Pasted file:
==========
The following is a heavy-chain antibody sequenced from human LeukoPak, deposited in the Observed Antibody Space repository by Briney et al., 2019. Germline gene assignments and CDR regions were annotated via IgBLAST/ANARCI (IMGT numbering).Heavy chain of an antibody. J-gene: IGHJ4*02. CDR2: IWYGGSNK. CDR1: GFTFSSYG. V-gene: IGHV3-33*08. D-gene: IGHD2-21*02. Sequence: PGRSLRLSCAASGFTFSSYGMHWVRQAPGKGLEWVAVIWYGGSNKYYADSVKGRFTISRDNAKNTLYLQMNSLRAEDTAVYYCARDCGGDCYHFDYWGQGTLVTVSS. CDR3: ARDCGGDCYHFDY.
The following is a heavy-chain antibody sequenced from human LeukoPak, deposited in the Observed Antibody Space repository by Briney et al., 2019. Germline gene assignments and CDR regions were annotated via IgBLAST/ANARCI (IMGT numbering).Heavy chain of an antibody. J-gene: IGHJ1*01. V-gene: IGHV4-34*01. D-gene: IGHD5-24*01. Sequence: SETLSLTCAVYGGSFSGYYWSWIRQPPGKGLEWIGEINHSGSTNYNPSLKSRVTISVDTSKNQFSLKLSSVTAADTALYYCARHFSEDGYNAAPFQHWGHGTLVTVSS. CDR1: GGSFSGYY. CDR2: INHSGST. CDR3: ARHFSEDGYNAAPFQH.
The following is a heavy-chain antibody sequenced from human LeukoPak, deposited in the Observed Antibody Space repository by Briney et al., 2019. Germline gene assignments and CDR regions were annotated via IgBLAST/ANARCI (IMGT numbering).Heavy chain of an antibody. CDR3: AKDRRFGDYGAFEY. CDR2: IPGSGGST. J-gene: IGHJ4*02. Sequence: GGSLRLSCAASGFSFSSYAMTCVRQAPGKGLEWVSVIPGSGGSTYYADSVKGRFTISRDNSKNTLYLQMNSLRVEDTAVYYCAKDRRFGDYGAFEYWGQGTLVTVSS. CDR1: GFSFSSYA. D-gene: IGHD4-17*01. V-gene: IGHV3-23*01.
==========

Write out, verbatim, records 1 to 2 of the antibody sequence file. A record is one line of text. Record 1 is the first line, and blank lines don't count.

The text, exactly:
The following is a heavy-chain antibody sequenced from human LeukoPak, deposited in the Observed Antibody Space repository by Briney et al., 2019. Germline gene assignments and CDR regions were annotated via IgBLAST/ANARCI (IMGT numbering).Heavy chain of an antibody. J-gene: IGHJ4*02. CDR2: IWYGGSNK. CDR1: GFTFSSYG. V-gene: IGHV3-33*08. D-gene: IGHD2-21*02. Sequence: PGRSLRLSCAASGFTFSSYGMHWVRQAPGKGLEWVAVIWYGGSNKYYADSVKGRFTISRDNAKNTLYLQMNSLRAEDTAVYYCARDCGGDCYHFDYWGQGTLVTVSS. CDR3: ARDCGGDCYHFDY.
The following is a heavy-chain antibody sequenced from human LeukoPak, deposited in the Observed Antibody Space repository by Briney et al., 2019. Germline gene assignments and CDR regions were annotated via IgBLAST/ANARCI (IMGT numbering).Heavy chain of an antibody. J-gene: IGHJ1*01. V-gene: IGHV4-34*01. D-gene: IGHD5-24*01. Sequence: SETLSLTCAVYGGSFSGYYWSWIRQPPGKGLEWIGEINHSGSTNYNPSLKSRVTISVDTSKNQFSLKLSSVTAADTALYYCARHFSEDGYNAAPFQHWGHGTLVTVSS. CDR1: GGSFSGYY. CDR2: INHSGST. CDR3: ARHFSEDGYNAAPFQH.